Cancelling the information portfolio in this week's government reshuffle has been seen as a positive step towards necessary reform. It will take time, though, says Amin, as well as consistency for the national media to regain any credibility.

Ibrahim Yosri, a former assistant at the Foreign Ministry, argues that to really change the state- owned media must first rid itself of its existing hierarchy. Its U-turn over the demonstrators in Tahrir Square, he argues, might appear dramatic but remains cosmetic as long as those dictating and implementing editorial policy remain the same people who praised the regime and suppressed anything they felt would prove unpalatable to their then paymasters.

"People who have always kowtowed to the authorities will never be able to operate freely. If they remain in post the Egyptian media will remain one of the worst worldwide," he says.

Yosri was one of many figures banned from speaking on national TV, largely because of his opposition to the export of natural gas to Israel. He claims that the ban still applies.

There is no evidence, says Mahmoud Khalil, a professor of mass communications at Cairo University, that the seeming change of heart expressed by the state media is other than pragmatic.

"The media is simply bowing and waiting for the storm to pass. They used to heap praise to the president and senior state officials and now they have started to reveal the wrong practices of the regime and president. The Muslim Brotherhood is no longer invariably referred to as 'outlawed', but is recognised as an influential group with a significant street presence."

"People who work in the media used to praise Mubarak's regime. Now they have shifted to praising the 25 January Revolution and the army. What they really need to learn is how to play a social monitoring rather than propaganda role."

For that to happen, says Khalil, requires institutional and legislative change, including greater access to information, as well as retraining those whose modus operandi has for decades been to act as a tool of the government.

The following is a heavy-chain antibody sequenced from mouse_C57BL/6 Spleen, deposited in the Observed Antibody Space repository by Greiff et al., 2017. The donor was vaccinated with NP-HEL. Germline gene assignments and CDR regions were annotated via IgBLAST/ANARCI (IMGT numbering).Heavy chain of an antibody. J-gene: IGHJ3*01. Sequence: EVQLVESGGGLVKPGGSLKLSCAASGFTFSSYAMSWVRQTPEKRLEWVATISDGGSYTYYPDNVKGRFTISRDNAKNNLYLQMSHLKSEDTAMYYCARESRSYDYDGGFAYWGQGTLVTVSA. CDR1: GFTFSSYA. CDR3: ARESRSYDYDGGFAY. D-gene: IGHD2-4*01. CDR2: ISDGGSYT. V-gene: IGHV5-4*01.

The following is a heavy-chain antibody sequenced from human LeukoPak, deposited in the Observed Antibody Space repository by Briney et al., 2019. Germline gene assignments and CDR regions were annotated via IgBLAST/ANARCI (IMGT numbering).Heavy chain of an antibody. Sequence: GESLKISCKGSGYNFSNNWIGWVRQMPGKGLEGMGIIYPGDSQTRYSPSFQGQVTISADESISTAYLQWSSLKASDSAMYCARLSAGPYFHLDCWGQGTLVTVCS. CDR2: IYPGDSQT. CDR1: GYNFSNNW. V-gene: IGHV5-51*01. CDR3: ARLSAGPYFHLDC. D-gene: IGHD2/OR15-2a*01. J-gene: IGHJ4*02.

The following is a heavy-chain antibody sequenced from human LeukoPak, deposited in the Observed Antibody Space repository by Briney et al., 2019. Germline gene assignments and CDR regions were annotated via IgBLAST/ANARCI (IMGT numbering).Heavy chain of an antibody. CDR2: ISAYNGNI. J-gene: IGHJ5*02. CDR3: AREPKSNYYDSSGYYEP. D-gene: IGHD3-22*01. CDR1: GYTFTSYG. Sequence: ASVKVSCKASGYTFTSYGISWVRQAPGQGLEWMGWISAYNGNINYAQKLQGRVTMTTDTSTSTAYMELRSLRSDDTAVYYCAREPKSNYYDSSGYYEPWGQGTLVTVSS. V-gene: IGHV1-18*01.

Scrapping the Ministry of Information is not enough, argues Khalil. He suggests, for state television, that it adopts a BBC-like model.

The BBC has been supported since 1992 by an annual television licence fee charged to all United Kingdom households and companies receiving television transmission. That is a system that has guaranteed financial, and with it editorial, independence.

State controlled newspapers require an even greater overhaul. That they be controlled by the Shura Council is, says Khalil, no longer tenable. He posits an arrangement under which 50 per cent of a newspaper's shares are controlled by its workers and 50 per cent by investors as the best guarantee of editorial independence.

"People were astonished when they heard about the billions of pounds the top officials had. If the media had had the right and the power to reveal that information in the past, it would have acted as an early-warning system and the public would not have been that surprised," he concluded.

***nota tambahan:

Agaknya begitu jugalah nanti sikap pengarang-pengarang akhbar-akhbar dan pengamal media yang lain yang ada di negara kita ini sekiranya parti pemerentah akan berubah.

Sekurang-kurangnya akan banyaklah berita tentang betapa kayanya orang-orang besar kita, sehingga agaknya pencapaian bumiputra dalam pembahagian kek ekonomi DEB pun bolehlah dibanggakan apabila kelak kita secara resminya dapat hitung harta mereka sebagai asset kekayaan milik bumiputra. Agaknya Tun Mahathir boleh bersetuju dengan anjuran ini.